Commentary by Dr. Valentin Fuster
2002;():133-142. doi:10.1115/PVP2002-1230.

This paper examines the mechanism of fatigue crack initiation in austenitic stainless steels (SSs) in light water reactor (LWR) coolant environments. The effects of key material and loading variables, such as strain amplitude, strain rate, temperature, level of dissolved oxygen in water, and material heat treatment on the fatigue lives of wrought and cast austenitic SSs in air and LWR environments have been evaluated. The influence of reactor coolant environments on the formation and growth of fatigue cracks in polished smooth SS specimens is discussed. Crack length as a function of fatigue cycles was determined in air and LWR environments. The results indicate that decreased fatigue lives of these steels are caused primarily by the effects of the environment on the growth of cracks <200 μm and, to a lesser extent, on enhanced growth rates of longer cracks. A detailed metallographic examination of fatigue test specimens was performed to characterize the fracture morphology. Exploratory fatigue tests were conducted to enhance our understanding of the effects of surface micropits or minor differences in the surface oxide on fatigue crack initiation.

Commentary by Dr. Valentin Fuster
2002;():143-150. doi:10.1115/PVP2002-1231.

The flow rate of water flowing over a steel surface is considered to be one of the most important factors influencing the fatigue life of the steel, because the water flow produces differences in the local environment. The effect of the water flow rate on the fatigue life of carbon, low alloy, and austenitic stainless steels was therefore investigated experimentally. Fatigue testing of low (S = 0.008 wt%) and high (S = 0.016 wt%) sulfur content carbon steels and a low alloy steel was performed at 289°C for various dissolved oxygen concentrations (DO) of less than 0.01 and 0.05, 0.2, and 1 ppm, and at various water flow rates. Three different strain rates of 0.4, 0.01, and 0.001%/s were used in the fatigue tests. For high sulfur carbon steel (S = 0.016 wt%), the effect of a high water flow rate on mitigating fatigue life reduction was more clearly observed at a lower strain rate, irrespective of the DO. This effect of high water flow rate was most notable at a DO of 0.2 ppm, which was the DO level that produced a significant sulfur effect. This indicates that the mechanism responsible for the mitigation of fatigue life reduction is the flushing effect of the water, which eliminates the locally corrosive environment. For high sulfur carbon steel (S = 0.016 wt%), no benefit of a high water flow rate was found at a DO of 0.01 ppm. This was because the environmental effect is insignificant at this low DO level. For low sulfur carbon steel (S = 0.008 wt%) and low alloy steel (S = 0.008 wt%), a high water flow rate had little effect on mitigating fatigue life reduction even at a DO of 0.2 ppm. This indicates that the sulfur is much less influential in low sulfur steel than in high sulfur steel. Fatigue testing of Type 316 nuclear grade stainless steel (316NG) and Type 316 stainless steel (SUS316) was performed at 289°C and 320°C for DO levels of less than 0.01 and 0.05, and 0.2. For austenitic stainless steel, no mitigating effect at a high water flow rate was found. It should be noted rather that there is a possibility that a high water flow rate decreases the fatigue life because a tendency to a slight decrease in fatigue life with an increasing flow rate was observed.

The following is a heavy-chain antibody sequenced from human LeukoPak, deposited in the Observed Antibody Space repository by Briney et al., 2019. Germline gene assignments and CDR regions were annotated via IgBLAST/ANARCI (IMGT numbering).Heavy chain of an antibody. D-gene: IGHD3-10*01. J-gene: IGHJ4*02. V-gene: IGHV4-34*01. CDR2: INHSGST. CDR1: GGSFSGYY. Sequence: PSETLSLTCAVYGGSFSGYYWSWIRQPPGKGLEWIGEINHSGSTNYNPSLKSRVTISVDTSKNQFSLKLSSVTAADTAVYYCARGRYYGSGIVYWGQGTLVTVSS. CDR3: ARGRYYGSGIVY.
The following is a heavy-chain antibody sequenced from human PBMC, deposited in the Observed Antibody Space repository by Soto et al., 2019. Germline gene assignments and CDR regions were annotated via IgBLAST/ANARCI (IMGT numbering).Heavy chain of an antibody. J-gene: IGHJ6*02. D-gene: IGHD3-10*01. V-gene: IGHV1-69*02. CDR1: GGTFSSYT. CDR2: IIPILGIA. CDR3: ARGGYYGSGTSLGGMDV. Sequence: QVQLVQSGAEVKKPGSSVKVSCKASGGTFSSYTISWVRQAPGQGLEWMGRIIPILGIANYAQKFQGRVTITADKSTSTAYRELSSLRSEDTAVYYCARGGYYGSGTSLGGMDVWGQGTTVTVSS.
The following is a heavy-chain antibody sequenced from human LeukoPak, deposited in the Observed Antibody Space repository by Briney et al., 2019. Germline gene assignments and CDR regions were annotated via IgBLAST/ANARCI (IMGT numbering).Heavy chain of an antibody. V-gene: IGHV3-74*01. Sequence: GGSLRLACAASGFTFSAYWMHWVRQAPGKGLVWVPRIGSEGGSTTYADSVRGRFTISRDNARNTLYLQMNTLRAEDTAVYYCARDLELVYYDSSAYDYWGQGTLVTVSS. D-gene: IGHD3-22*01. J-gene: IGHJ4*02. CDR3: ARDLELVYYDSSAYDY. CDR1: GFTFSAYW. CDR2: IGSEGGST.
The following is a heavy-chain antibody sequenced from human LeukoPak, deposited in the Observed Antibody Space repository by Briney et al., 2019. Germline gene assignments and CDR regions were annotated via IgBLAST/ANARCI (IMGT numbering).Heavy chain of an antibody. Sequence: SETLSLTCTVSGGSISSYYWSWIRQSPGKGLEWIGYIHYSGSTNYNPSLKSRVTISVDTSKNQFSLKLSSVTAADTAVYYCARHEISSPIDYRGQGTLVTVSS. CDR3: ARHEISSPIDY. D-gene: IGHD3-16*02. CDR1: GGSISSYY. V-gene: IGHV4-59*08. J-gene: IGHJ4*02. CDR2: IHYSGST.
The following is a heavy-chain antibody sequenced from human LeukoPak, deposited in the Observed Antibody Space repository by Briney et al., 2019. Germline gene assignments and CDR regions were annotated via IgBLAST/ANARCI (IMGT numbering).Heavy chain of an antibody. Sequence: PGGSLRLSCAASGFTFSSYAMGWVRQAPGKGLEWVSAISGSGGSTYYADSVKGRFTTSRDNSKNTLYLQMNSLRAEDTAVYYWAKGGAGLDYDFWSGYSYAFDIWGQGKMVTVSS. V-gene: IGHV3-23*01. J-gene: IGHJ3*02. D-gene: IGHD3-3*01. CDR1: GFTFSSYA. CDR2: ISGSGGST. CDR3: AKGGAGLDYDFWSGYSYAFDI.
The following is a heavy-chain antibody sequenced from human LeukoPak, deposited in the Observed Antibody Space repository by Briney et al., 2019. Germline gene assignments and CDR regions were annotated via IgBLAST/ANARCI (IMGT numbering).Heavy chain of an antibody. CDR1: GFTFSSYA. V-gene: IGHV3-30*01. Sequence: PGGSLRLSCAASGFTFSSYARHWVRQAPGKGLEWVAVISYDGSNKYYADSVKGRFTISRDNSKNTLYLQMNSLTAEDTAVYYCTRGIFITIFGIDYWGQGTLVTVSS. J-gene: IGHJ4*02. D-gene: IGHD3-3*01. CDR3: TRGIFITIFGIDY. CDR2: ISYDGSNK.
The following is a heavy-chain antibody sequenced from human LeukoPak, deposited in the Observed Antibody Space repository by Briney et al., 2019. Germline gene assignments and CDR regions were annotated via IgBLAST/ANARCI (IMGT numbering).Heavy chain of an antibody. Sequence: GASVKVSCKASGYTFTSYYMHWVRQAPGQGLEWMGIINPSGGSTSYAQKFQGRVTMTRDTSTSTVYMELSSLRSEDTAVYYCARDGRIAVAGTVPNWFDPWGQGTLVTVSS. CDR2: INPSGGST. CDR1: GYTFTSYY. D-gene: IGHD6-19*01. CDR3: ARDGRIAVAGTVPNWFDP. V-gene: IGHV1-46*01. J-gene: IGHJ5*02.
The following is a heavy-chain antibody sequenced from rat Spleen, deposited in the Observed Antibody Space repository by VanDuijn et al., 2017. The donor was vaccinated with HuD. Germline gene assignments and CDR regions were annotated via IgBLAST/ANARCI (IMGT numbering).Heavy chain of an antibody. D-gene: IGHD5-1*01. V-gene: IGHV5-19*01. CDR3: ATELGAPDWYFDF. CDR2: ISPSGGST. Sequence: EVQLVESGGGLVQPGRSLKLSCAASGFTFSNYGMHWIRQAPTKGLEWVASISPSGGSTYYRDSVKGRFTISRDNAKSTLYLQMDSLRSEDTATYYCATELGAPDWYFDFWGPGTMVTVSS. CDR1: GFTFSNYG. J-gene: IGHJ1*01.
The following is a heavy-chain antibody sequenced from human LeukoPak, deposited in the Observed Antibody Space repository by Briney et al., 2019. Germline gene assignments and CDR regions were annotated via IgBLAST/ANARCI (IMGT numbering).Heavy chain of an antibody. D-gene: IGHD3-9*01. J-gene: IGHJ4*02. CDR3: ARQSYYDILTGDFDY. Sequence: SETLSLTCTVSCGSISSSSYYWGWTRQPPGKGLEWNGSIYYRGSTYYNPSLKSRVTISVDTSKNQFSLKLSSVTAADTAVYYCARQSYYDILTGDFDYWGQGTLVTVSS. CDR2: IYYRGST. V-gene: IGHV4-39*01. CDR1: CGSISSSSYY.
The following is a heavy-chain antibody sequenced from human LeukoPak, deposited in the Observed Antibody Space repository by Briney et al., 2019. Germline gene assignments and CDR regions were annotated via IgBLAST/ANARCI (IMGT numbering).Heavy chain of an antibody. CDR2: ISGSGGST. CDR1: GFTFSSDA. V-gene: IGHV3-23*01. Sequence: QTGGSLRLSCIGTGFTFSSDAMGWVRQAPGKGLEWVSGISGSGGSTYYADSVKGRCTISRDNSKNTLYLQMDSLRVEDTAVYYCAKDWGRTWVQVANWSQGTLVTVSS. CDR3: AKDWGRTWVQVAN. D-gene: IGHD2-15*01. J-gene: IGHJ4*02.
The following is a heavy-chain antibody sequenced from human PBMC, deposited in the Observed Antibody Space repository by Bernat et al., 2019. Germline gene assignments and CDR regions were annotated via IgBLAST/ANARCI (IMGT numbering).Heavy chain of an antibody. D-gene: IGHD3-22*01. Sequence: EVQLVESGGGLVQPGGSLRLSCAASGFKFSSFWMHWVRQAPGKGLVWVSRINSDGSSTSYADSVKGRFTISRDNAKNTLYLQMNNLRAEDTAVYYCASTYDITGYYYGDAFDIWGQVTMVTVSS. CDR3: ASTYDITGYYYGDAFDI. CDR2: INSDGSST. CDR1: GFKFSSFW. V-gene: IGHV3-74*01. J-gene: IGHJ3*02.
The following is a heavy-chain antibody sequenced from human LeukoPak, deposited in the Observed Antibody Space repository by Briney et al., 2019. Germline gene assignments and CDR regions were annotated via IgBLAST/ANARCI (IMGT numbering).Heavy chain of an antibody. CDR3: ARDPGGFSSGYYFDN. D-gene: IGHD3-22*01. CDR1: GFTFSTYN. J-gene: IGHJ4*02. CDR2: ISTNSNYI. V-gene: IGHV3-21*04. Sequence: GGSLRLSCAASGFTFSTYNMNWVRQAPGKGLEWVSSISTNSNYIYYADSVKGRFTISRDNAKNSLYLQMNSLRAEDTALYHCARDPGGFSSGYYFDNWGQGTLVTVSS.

Commentary by Dr. Valentin Fuster
2002;():151-164. doi:10.1115/PVP2002-1232.